‘They’ll catch our fish’: Carnarvon population down 25pc, still skeptical of tourists

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The latest data from the Australia Bureau of Statistics (ABS) reveals while Pilbara and Gascoyne growth has been generally strong since 2000, both Carnarvon and the isolated Upper Gascoyne region have lost residents.Key points:ABS statistics reveal the Shire of Carnarvon has lost more than 1,600 residents since 2001The Shire President attributes some of the decline to reduced government…

‘They’ll catch our fish’: Carnarvon population down 25pc, still skeptical of tourists
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The latest data from the Australia Bureau of Statistics (ABS) reveals while Pilbara and Gascoyne growth has been generally strong since 2000, both Carnarvon and the isolated Upper Gascoyne region have lost residents.

Key points:

  • ABS statistics reveal the Shire of Carnarvon has lost more than 1,600 residents since 2001
  • The Shire President attributes some of the decline to reduced government services and a lack of available work
  • He says the council is acting to reverse the decline through new projects, while local tourism operators call for investment in infrastructure

Regional population datasets from the ABS states Carnarvon Shire started the 2000s with a population of 6,751 people.

However, according to their most recent estimate, Carnarvon is now down 1,674 residents — about a 25 per cent loss overall.

Carnarvon and the comparatively tiny Upper Gascoyne, which fell from 356 residents to 290 in the same period, are the only shires in the Pilbara or Gascoyne to have lost population since 2001.

An orange bar graphs showing percentages of population growth across various shires.

Pilbara and Gascoyne population growth over the last two decades.(

Source: ABS

)

WA’s average population has risen 40 per cent since the turn of the century, a growth rate exceeded by the Pilbara regions of Karratha, Ashburton and East Pilbara.

In the Gascoyne, Exmouth has risen by 25 per cent in the same period and Shark Bay has remained steady at about 900 residents.

Love-hate relationship with tourism

ABS data does not include tourists in its estimates, which can drastically change the seasonal occupancy of WA towns including those in the Carnarvon Shire.

Shire President Eddie Smith says growing visitor numbers paints a different picture to residential statistics.

Nevertheless, Carnarvon’s reaction to those tourists has not always been positive.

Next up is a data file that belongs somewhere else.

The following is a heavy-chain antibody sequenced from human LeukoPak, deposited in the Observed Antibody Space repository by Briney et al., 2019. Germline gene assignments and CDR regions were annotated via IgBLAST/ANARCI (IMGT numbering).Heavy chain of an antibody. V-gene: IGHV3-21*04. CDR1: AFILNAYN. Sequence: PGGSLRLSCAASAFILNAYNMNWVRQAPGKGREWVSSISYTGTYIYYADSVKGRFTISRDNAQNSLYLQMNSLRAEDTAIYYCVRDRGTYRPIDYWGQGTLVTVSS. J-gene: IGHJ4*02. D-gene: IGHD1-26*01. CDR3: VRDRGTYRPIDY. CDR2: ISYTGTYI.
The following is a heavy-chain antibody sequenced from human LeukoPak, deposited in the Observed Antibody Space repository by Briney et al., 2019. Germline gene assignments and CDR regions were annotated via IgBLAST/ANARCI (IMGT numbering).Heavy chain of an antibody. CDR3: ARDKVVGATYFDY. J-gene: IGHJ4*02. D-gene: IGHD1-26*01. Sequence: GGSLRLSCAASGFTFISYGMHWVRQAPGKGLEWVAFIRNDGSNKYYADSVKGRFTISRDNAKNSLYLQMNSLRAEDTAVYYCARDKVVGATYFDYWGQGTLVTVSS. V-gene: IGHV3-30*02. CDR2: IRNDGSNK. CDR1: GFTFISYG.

“Carnarvon has always had an attitude — because we’ve had the fishing industry, the horticultural industry and the salt mine — we don’t really want any tourists here because they’ll catch our fish,” Mr Smith said.

“We like it the way it is.”

A man in a blue shirt leans on a pole in front of a brown flooded river

Eddie Smith says while the population of the town has decreased, it is seeing an increase in tourists.(

Richard Hudson: ABC Rural

)

Justin Borg runs a helicopter business offering flights to tourists.

He thinks Carnarvon’s anti-tourism sentiment isn’t as strong as in neighbouring towns.

“Exmouth is a prime example where they get inundated with visitors,” Mr Borg said.

“They simply can’t accommodate [them] and they get a bit negative toward visitors there.”

Moving forward

Mr Smith cited government services leaving Carnarvon and a lack of work in the plantation industry as potential causes of residential decline.

“I think you’ll see that we’ll reverse that [decline] with some upcoming projects that we’re getting off the mark.”

Palm trees line the picturesque waterfront at Carnarvon in morning light

Some locals say Carnarvon’s fascine waterfront is being neglected.(

ABC North West WA: Joseph Dunstan

)

Mr Borg said he would like to see local government commit more to improving community resources and infrastructure.

“You go to places like Geraldton where they manage their foreshore development really well — you just don’t see that in Carnarvon,” he said.

“We’ve got a beautiful fascine which should be the diamond of the town and it’s been neglected for god knows how many years.

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